5. Maybe people should leave their pets at home? That would be step one. I don’t understand why United is having such a problem with this though. Its seems their employees are unable to read basic labels as to where various animals are going.

  6. Credit,

    If God didn’t want us to eat animals, he wouldn’t have made them out of tasty tasty meat. Besides, wasn’t it eating an apple that got humanity into trouble in the first place?

    I do agree with you about the tax issue though. It’s crazy that we offer financial incentives for having children instead of penalties in this day and age. But as long as families vote, politicians will continue to bribe them with tax credits.

    My socially-conscious friend is always admonishing me about the environmental impact of my frequent flying. I suggested he could offset my entire carbon footprint if he’d stop at three kids instead of trying for a fourth. He was not impressed but didn’t have a good comeback.

  7. @Doug Swalen seriously? How is even 1 animal killed acceptable? At this point, no one should be shipping animals by air. It’s simply too dangerous. Some people don’t really have a choice but then they should either not move, drive, go by boat/ship/train, or set up their pet in a no kill animal shelter or find someone to adopt them.

    Animals are not baggage.

  8. It was not that long ago (10, 20 years) that Continental created a special service for pets. This was (sadly) a new idea – they would track your pets and provide real-time info, make sure they were checked during ground holds and when connecting, and had special rules about not taking custody of animals for flights when ground temps were too hot or too cold. They charged an extra fee but it was worth it.
    Sad to see that UA (no doubt another bonehead Smisek move) gutted this service and apparently learned nothing.
    That being said I would never ever ship my pet in the hold if there was any way to avoid it. The risks are just too great, no matter which airline. Not to mention the experience is pretty traumatic for the animal (even worse for cats). Either carry them on or drive. Really you should not be taking them on vacation but only when you are changing residences.

  9. @DougSwalen, you really don’t get it at all. 53 dead animals over 5 years is an incredibly high and unacceptable number, which extrapolated to its regular passengers per flight would be equivalent in the tens of thousands of passengers in that period — which nobody in their right mind would consider remotely an acceptable risk. People treat their dogs as family members — whether you can relate to that or not — and I can certainly understand why that would be considered an absolutely intolerable risk. This is a material and tangible enough risk that you will not see your animal again. I can completely understand why people would make their dog a service animal to avoid the real risk of tragedy, when traveling with an animal is unavoidable.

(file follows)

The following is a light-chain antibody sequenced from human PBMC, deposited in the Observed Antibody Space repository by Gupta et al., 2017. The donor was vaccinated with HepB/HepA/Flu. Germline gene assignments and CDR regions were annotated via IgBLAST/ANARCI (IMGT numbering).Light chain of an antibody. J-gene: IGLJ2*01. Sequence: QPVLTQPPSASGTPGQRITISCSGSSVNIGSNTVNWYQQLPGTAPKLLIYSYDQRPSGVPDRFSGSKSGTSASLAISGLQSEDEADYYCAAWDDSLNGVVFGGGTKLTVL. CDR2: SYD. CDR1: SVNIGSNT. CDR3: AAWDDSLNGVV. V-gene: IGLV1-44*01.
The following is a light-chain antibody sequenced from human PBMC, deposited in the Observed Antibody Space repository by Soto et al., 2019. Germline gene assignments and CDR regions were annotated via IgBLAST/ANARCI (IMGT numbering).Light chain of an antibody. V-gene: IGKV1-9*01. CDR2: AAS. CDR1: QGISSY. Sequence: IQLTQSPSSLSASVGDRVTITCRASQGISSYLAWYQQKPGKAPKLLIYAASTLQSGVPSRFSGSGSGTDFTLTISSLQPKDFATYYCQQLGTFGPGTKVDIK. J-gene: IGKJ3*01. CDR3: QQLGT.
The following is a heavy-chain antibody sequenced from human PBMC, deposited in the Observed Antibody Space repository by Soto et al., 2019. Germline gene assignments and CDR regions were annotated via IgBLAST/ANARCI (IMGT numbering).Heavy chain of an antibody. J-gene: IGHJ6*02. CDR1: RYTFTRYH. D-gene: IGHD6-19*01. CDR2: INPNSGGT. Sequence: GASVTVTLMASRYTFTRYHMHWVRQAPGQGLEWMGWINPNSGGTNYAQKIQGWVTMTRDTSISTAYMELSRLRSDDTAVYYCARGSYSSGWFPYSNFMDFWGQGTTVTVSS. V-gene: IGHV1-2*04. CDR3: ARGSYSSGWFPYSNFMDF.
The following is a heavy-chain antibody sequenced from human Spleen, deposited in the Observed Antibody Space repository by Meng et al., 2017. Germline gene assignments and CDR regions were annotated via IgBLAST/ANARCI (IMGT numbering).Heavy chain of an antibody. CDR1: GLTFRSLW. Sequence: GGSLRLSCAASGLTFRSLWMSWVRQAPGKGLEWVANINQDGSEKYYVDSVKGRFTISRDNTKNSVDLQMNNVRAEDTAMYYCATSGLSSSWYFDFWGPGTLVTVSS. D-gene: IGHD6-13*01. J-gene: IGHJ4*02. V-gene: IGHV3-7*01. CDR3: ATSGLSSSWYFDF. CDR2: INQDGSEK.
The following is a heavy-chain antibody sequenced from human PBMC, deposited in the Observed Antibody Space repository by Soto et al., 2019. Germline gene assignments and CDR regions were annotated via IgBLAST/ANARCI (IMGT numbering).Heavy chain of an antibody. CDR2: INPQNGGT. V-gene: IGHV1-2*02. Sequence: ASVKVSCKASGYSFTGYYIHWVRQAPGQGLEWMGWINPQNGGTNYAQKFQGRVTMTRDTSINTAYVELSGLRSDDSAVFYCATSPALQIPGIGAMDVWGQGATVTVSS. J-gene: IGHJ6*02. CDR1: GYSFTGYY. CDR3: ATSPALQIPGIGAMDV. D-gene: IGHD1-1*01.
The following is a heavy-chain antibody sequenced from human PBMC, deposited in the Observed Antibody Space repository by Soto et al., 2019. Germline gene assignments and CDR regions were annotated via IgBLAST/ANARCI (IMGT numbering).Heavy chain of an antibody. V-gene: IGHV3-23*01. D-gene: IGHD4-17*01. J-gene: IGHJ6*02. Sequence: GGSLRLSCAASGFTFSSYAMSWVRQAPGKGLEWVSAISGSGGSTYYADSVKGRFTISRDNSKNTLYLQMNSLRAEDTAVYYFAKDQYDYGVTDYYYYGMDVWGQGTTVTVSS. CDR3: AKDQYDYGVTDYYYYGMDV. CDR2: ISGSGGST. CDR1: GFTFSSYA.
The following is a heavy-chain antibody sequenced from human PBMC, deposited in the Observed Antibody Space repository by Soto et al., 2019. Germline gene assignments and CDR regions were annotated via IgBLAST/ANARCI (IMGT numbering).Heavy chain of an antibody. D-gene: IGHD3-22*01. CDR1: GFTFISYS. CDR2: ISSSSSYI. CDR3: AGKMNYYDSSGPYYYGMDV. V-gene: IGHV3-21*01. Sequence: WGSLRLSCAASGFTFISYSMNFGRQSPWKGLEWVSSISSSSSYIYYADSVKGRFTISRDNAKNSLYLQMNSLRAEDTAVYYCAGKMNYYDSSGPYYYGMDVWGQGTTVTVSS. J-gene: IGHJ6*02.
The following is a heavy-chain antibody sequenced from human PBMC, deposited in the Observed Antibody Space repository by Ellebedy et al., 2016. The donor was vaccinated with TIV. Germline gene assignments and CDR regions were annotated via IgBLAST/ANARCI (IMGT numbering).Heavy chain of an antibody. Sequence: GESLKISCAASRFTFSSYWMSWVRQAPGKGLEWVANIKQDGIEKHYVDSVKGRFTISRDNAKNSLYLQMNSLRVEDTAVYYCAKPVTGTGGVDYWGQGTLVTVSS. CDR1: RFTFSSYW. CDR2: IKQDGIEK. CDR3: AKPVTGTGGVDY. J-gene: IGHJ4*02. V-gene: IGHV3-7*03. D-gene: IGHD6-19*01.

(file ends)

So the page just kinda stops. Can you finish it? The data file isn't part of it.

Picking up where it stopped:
10. That’s so terrible to read these unfortunate stories! I don’t get it – is it that crew members responsible for handling pets really don’t have a heart? How does it come that we as passengers have to go through so thorough process of preparing our pets for flying with an airplane https://blog.asaptickets.com/flights/traveling-with-pets/ while the other party can just kill our beloved pets again and again without even trying to combat this negligence!

  11. One statistic I found suggests that “somewhere between 114 and 360 medical deaths” occur on flights each year. Those are human deaths. Doesn’t mean the airlines are killing them.

    Each case is still sad, but with such a high volume of animals and humans being transported every day, some are going to die en route.

  12. @Johnny Statistics sure, but how many humans has United killed in 5 years? Despite their famously appalling approach to customer service they do not routinely kill their passengers — not even unaccompanied minors. I think the bigger issue is that standards are pretty low for delivering cargo and baggage on many airlines, and pets traveling as cargo are treated as (wait for it) cargo. If they were treated as an unaccompanied minor outcomes would be better, albeit at a higher cost.